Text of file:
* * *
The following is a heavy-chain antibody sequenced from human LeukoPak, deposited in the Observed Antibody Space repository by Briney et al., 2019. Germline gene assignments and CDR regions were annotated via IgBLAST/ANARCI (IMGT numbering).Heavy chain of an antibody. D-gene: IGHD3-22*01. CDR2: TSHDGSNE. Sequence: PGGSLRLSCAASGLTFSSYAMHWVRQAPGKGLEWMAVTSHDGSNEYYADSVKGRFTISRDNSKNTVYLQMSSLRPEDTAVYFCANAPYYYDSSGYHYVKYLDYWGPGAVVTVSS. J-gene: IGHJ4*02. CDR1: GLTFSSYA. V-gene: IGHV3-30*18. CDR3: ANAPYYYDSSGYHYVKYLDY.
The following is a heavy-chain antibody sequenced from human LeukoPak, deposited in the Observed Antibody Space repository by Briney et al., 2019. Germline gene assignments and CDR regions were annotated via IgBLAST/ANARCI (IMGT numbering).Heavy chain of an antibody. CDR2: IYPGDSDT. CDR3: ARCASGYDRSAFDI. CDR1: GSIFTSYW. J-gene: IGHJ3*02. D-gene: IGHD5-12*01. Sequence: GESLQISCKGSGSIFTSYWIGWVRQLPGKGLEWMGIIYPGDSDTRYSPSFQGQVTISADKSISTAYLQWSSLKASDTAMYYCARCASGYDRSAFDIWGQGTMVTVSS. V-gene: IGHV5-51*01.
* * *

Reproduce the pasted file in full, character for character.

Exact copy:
The following is a heavy-chain antibody sequenced from human LeukoPak, deposited in the Observed Antibody Space repository by Briney et al., 2019. Germline gene assignments and CDR regions were annotated via IgBLAST/ANARCI (IMGT numbering).Heavy chain of an antibody. D-gene: IGHD3-22*01. CDR2: TSHDGSNE. Sequence: PGGSLRLSCAASGLTFSSYAMHWVRQAPGKGLEWMAVTSHDGSNEYYADSVKGRFTISRDNSKNTVYLQMSSLRPEDTAVYFCANAPYYYDSSGYHYVKYLDYWGPGAVVTVSS. J-gene: IGHJ4*02. CDR1: GLTFSSYA. V-gene: IGHV3-30*18. CDR3: ANAPYYYDSSGYHYVKYLDY.
The following is a heavy-chain antibody sequenced from human LeukoPak, deposited in the Observed Antibody Space repository by Briney et al., 2019. Germline gene assignments and CDR regions were annotated via IgBLAST/ANARCI (IMGT numbering).Heavy chain of an antibody. CDR2: IYPGDSDT. CDR3: ARCASGYDRSAFDI. CDR1: GSIFTSYW. J-gene: IGHJ3*02. D-gene: IGHD5-12*01. Sequence: GESLQISCKGSGSIFTSYWIGWVRQLPGKGLEWMGIIYPGDSDTRYSPSFQGQVTISADKSISTAYLQWSSLKASDTAMYYCARCASGYDRSAFDIWGQGTMVTVSS. V-gene: IGHV5-51*01.